Australian volunteer Jamie Quilliam, currently in Vanuatu, has written a column for the Australian newspaper Circular Head Chronicle, telling about the project, aimed to improve beef cattle productivity in Luganville, he is involved with.
His article below.
The project I am working with is called Bisnis Blong Buluk Projek (Business of Beef Project) which is funded by the Australian Centre for International Agricultural Research (ACIAR).
This is a research – rather than development – project to ‘Increase the productivity and market options for smallholder beef cattle farmers in Vanuatu’.
The research includes: forage production, legume persistence, sourcing stock water, supplementary feeding, business planning, cattle monitoring (weighing and herd profile) and numerous other activities including social and economic case studies of smallholder farmers and their families. The research outcomes will include advice on forages, recommended extension work for farmers, business plans, infrastructure design and numerous other suggested activities and extension work.
The project is led by a team of scientists from two universities in Australia and the Queensland Department of Agriculture and Fisheries in Mareeba. Simon from University of QLD is a ruminant specialist and is leading the project. Scott also from UQ is an agricultural economist, Cherise from Southern Cross University is a social scientist and Kendrick is an agronomist and tropical forage specialist from the department in Mareeba, far north QLD.
On the ground here in Luganville, I work in the Department of Livestock and Department of Industry. I work directly with two local Ni-Vanuatu blokes, Joseph and Mangau. They are fantastic fellas to work with and we all have a lot of respect for each other.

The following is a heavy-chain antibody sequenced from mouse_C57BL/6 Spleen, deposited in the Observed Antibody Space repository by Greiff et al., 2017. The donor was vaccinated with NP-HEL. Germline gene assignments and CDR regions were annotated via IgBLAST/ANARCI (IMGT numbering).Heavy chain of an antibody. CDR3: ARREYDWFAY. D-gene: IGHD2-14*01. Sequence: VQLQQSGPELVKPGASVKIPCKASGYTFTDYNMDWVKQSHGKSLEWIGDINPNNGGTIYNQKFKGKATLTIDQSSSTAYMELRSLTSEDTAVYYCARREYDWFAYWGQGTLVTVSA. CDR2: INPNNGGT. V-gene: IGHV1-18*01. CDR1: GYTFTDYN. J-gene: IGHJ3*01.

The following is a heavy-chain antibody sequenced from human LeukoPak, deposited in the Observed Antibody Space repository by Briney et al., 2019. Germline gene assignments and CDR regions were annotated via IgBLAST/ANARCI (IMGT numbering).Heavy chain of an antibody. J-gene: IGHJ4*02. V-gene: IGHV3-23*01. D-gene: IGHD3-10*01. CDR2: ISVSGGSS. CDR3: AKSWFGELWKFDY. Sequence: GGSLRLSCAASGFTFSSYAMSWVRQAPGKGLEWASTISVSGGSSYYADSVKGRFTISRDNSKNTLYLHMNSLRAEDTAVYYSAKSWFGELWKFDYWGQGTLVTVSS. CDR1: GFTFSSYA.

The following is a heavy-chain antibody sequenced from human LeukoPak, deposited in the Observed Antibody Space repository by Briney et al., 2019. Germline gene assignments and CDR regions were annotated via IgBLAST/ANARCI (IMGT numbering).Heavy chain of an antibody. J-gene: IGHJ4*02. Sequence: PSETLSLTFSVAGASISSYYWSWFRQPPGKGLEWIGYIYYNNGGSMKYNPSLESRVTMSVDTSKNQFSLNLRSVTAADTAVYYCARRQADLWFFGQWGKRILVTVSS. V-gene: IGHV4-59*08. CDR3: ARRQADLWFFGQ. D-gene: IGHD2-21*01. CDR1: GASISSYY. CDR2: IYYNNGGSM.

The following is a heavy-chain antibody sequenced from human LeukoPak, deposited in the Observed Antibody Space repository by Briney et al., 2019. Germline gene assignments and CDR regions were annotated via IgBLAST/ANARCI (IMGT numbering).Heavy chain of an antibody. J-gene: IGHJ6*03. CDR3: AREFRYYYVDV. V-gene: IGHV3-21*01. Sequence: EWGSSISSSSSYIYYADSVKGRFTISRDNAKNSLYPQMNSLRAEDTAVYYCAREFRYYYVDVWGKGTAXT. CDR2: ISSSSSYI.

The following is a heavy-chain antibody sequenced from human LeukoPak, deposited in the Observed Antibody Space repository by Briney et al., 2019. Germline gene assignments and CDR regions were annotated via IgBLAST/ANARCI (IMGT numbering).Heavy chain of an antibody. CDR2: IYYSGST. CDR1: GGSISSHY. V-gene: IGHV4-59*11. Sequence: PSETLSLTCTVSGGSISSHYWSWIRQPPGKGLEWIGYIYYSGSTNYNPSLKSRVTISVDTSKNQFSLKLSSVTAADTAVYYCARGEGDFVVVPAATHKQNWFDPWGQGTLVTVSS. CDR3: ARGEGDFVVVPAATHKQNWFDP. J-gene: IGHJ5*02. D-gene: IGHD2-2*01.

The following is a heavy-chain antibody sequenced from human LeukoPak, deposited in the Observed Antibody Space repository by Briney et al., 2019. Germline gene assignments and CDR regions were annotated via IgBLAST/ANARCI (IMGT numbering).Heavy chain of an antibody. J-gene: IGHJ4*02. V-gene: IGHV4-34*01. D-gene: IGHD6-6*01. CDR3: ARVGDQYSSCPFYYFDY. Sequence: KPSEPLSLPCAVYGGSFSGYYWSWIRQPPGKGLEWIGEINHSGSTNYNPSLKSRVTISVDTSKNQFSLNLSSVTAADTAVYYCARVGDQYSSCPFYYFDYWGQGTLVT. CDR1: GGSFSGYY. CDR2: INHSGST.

We have just started cattle monitoring and herd profiling in three villages. We monitor the stock twice a year: at the beginning of the wet season and beginning of the dry season.
It is quite an education for both the farmers in the bush and myself to see the clash of old and new technology.
The project has funded and imported (from Australia) a mobile cattle crush with scales and monitor. We move the crush from farm to farm by four wheel drive vehicle and set up to profile, ID tag, weigh and the farmer can carry out any other veterinary activities on their stock.
Once we arrive at a farm it takes Joseph, Mangau and I about 20 to 30 minutes to set up the crush ready to weigh. All the data is collected on a tablet which is uploaded into the cloud (online storage) weekly.
The village farms have small herds of cattle from five to 50 head. The average is around 20 head. Most of the stock graze under coconut plantation (for copra production) and many are tethered particularly during weaning. All herds are cow-calf operations. Many farmers do not have a stockyard, those that do are made from bamboo, kusis (tree used for fencing) and rough sawn timber offcuts with bush cut posts. Stockyards are crude but generally work as long as the cattle do not get stirred up. Termites regularly get into the stockyards and destroy them, so we often turn up to a farm and the cattle may or may not have been yarded or may or may not still be in the yard.
Escape and destruction of yards is common place in the village when cattle are involved. Often half the herd may be in and the rest avoided the muster. This is all part of life volunteering in the bush.